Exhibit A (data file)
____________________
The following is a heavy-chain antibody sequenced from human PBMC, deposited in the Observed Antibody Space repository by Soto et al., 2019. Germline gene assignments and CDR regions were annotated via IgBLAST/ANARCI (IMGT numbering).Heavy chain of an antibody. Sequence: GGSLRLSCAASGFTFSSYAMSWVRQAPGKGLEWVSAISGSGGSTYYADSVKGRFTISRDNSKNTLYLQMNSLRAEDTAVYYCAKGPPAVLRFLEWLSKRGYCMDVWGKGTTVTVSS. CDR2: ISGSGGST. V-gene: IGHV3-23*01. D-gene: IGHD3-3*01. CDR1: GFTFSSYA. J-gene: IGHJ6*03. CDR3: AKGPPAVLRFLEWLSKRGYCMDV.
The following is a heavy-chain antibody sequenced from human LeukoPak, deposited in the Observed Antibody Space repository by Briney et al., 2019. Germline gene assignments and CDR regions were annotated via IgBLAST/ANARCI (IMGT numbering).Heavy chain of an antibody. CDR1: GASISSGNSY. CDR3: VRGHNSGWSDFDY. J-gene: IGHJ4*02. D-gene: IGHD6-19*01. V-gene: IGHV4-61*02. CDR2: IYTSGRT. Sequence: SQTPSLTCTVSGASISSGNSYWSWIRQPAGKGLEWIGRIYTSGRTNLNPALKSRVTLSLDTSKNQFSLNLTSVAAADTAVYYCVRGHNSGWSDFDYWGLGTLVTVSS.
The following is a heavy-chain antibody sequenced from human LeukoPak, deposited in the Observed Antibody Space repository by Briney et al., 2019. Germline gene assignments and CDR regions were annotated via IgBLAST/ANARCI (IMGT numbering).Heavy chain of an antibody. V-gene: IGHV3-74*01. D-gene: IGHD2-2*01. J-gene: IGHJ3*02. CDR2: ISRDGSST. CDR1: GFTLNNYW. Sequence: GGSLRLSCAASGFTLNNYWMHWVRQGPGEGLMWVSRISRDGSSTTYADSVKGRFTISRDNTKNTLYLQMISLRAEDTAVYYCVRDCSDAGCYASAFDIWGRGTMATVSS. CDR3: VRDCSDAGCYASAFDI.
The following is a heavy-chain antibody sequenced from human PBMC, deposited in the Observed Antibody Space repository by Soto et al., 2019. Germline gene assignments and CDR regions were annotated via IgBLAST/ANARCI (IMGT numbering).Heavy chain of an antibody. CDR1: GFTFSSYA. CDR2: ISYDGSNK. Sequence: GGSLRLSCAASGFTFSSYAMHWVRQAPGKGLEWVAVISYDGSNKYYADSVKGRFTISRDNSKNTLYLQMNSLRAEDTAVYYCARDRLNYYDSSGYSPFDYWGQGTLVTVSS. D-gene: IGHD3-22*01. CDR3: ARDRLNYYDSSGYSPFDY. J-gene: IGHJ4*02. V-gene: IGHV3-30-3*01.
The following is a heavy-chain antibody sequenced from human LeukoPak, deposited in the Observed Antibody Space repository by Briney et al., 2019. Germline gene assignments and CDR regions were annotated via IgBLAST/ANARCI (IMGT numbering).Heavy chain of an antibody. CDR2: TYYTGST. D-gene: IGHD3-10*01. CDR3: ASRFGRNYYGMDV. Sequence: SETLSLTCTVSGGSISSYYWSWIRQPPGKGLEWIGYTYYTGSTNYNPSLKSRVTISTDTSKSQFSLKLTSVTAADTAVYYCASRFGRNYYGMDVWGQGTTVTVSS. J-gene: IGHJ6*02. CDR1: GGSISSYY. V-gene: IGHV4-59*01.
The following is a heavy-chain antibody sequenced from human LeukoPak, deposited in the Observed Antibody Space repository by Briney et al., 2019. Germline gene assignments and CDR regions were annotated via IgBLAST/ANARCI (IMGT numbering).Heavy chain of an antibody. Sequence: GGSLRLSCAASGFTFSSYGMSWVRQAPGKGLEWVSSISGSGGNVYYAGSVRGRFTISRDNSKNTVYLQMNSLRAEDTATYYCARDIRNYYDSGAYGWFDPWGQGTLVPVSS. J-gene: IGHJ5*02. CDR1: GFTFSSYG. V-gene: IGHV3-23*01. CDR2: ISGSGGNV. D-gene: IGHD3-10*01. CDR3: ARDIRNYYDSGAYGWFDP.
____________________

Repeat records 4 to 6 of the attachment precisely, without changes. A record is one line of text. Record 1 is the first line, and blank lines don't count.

The following is a heavy-chain antibody sequenced from human PBMC, deposited in the Observed Antibody Space repository by Soto et al., 2019. Germline gene assignments and CDR regions were annotated via IgBLAST/ANARCI (IMGT numbering).Heavy chain of an antibody. CDR1: GFTFSSYA. CDR2: ISYDGSNK. Sequence: GGSLRLSCAASGFTFSSYAMHWVRQAPGKGLEWVAVISYDGSNKYYADSVKGRFTISRDNSKNTLYLQMNSLRAEDTAVYYCARDRLNYYDSSGYSPFDYWGQGTLVTVSS. D-gene: IGHD3-22*01. CDR3: ARDRLNYYDSSGYSPFDY. J-gene: IGHJ4*02. V-gene: IGHV3-30-3*01.
The following is a heavy-chain antibody sequenced from human LeukoPak, deposited in the Observed Antibody Space repository by Briney et al., 2019. Germline gene assignments and CDR regions were annotated via IgBLAST/ANARCI (IMGT numbering).Heavy chain of an antibody. CDR2: TYYTGST. D-gene: IGHD3-10*01. CDR3: ASRFGRNYYGMDV. Sequence: SETLSLTCTVSGGSISSYYWSWIRQPPGKGLEWIGYTYYTGSTNYNPSLKSRVTISTDTSKSQFSLKLTSVTAADTAVYYCASRFGRNYYGMDVWGQGTTVTVSS. J-gene: IGHJ6*02. CDR1: GGSISSYY. V-gene: IGHV4-59*01.
The following is a heavy-chain antibody sequenced from human LeukoPak, deposited in the Observed Antibody Space repository by Briney et al., 2019. Germline gene assignments and CDR regions were annotated via IgBLAST/ANARCI (IMGT numbering).Heavy chain of an antibody. Sequence: GGSLRLSCAASGFTFSSYGMSWVRQAPGKGLEWVSSISGSGGNVYYAGSVRGRFTISRDNSKNTVYLQMNSLRAEDTATYYCARDIRNYYDSGAYGWFDPWGQGTLVPVSS. J-gene: IGHJ5*02. CDR1: GFTFSSYG. V-gene: IGHV3-23*01. CDR2: ISGSGGNV. D-gene: IGHD3-10*01. CDR3: ARDIRNYYDSGAYGWFDP.